Juegos y Dados – How did you start to work in Games Workshop?

Graham – Back in 1999, I was working in an architects’ office in Glasgow, hating my job and wanting to leave, but not really knowing what else to do and thinking that the only other thing I was good at was writing about goblins, spaceships and wizards, and who’s going to give me a job doing that?! That lunchtime I picked up White Dwarf, and there was an advert for a Staff Writer at Games Workshop. Working on the principle of, the worst that can happen is they say no, I applied for the job, and – two somewhat surreal interviews later – I was offered the job, and started work in February 2000.

Juegos y Dados – How did you get involved in the most famous games of Games Workshop?

Graham – My fantasy gaming started with the Choose Your Own Adventure book, The Warlock of Firetop Mountain, which my mother bought me when I was eleven. I devoured it and all the others in that series, then moved on to more freeform RPGs, like D&D, WFRP and so on. I wrote all the adventures we played, and as the scope of those adventures grew ever more ambitious, it became clear I needed a ruleset that could cope with mass battles. I picked up the AD&D Battlesystem rules and we used that for a while, with counters for units etc., then I discovered Warhammer. The first set I got was the 2nd Edition box, the one with John Blanche’s iconic ‘Harry the Hammerer’ cover. From there, the wargaming side kind of took over, though I made sure our battles always had a story to them; how we got here, what the consequences were and what would be next. I was running narrative campaigns without actually realizing that’s what they were.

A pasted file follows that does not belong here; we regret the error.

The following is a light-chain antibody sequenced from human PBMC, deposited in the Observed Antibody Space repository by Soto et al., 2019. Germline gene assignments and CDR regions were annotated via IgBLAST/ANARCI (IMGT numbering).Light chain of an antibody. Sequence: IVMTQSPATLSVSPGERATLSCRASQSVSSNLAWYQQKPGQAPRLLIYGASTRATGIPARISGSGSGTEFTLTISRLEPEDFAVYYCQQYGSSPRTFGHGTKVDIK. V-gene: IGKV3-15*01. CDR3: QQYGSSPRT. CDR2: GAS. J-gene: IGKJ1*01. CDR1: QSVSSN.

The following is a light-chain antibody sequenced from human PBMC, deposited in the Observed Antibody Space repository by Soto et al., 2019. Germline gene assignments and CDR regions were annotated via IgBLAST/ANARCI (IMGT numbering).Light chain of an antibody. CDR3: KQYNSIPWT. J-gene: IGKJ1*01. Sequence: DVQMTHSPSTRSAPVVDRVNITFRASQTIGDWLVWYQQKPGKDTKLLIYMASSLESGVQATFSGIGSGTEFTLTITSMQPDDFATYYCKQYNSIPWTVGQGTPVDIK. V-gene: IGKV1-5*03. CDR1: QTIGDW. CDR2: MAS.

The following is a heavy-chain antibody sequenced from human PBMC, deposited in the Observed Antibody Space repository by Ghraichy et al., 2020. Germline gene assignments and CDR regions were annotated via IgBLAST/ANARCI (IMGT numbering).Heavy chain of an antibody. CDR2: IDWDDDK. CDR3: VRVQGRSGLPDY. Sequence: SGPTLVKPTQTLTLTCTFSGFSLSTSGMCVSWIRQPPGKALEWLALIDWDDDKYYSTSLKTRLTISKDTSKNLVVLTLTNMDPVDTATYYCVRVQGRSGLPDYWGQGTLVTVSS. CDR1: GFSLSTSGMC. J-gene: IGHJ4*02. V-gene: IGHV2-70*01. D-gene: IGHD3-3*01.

Then Rogue Trader came out, and everything changed. We still played Warhammer, but with 40k, also came Epic and Confrontation (a precursor to Necromunda), which allowed itches of different scales to be scratched. Later on, the pendulum would swing back to RPGs in a big way, but tabletop gaming has always been my main love – so long as there’s a storytelling element to it!

Juegos y Dados – What did you enjoy more? Writing articles in White Dwarf or writing codexes?

Graham – Most writers I know love variation in their writing, so it’s alas good to switch it up now and again. It’s fun to get into the real meat of a codex and the background of an army, along with its rules and flavour, while at other times it’s useful to stretch your more journalistic muscles on something more conversational, like a painting article or a battle report. I liked both, but I’ve always been drawn to the bigger scale of writing, so – in this example – I’d say codexes were more satisfying to write, because you knew they’d be around for longer and I could tell bigger stories.

Juegos y Dados – You were the co-author in some of the best wargames of our times. What do you think about the fact that so many people have copies of the games you’ve written?

Graham – I love it. To see people playing armies where I was one of the writers on a project is incredibly fulfilling. I speak to people all the time who tell me that they have X army (usually Iron Warriors) because of something I’ve written. I love seeing games being played with armies I’ve worked on or things turning up in Codexes or army lists that I created in a novel or suggested in a meeting one day.

Juegos y Dados – I have heard that Warhammer began like miniatures for roleplaying at late 70s. Could tell us any rumors that you hear in the company?

Graham – Well, it’s not exactly a secret that that’s why the Citadel Miniatures were made in the first place, but the thing with only using miniatures in role-playing games is that you don’t need to buy very many of them. The company wanted to sell more miniatures (of course…) so tasked Rick Priestley to write rules for a fantasy wargame that would do that. That game became Warhammer.